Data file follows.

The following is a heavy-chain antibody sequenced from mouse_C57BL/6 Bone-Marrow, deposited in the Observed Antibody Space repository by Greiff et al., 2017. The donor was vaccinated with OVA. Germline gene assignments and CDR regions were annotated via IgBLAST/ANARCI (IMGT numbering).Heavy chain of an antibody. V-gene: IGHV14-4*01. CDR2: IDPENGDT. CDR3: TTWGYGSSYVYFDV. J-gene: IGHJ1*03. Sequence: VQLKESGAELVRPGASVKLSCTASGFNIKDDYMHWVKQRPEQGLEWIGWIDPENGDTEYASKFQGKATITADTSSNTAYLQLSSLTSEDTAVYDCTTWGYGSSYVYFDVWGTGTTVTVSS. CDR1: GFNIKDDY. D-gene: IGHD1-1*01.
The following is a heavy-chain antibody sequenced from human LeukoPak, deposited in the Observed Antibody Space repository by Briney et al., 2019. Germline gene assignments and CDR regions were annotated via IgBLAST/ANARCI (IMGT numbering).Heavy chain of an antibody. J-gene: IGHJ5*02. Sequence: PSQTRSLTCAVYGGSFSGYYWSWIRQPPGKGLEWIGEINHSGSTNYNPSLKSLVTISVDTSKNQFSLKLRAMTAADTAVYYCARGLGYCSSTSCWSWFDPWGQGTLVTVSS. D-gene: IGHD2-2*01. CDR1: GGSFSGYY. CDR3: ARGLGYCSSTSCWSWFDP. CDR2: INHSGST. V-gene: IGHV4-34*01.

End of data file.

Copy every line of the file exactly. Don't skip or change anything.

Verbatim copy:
The following is a heavy-chain antibody sequenced from mouse_C57BL/6 Bone-Marrow, deposited in the Observed Antibody Space repository by Greiff et al., 2017. The donor was vaccinated with OVA. Germline gene assignments and CDR regions were annotated via IgBLAST/ANARCI (IMGT numbering).Heavy chain of an antibody. V-gene: IGHV14-4*01. CDR2: IDPENGDT. CDR3: TTWGYGSSYVYFDV. J-gene: IGHJ1*03. Sequence: VQLKESGAELVRPGASVKLSCTASGFNIKDDYMHWVKQRPEQGLEWIGWIDPENGDTEYASKFQGKATITADTSSNTAYLQLSSLTSEDTAVYDCTTWGYGSSYVYFDVWGTGTTVTVSS. CDR1: GFNIKDDY. D-gene: IGHD1-1*01.
The following is a heavy-chain antibody sequenced from human LeukoPak, deposited in the Observed Antibody Space repository by Briney et al., 2019. Germline gene assignments and CDR regions were annotated via IgBLAST/ANARCI (IMGT numbering).Heavy chain of an antibody. J-gene: IGHJ5*02. Sequence: PSQTRSLTCAVYGGSFSGYYWSWIRQPPGKGLEWIGEINHSGSTNYNPSLKSLVTISVDTSKNQFSLKLRAMTAADTAVYYCARGLGYCSSTSCWSWFDPWGQGTLVTVSS. D-gene: IGHD2-2*01. CDR1: GGSFSGYY. CDR3: ARGLGYCSSTSCWSWFDP. CDR2: INHSGST. V-gene: IGHV4-34*01.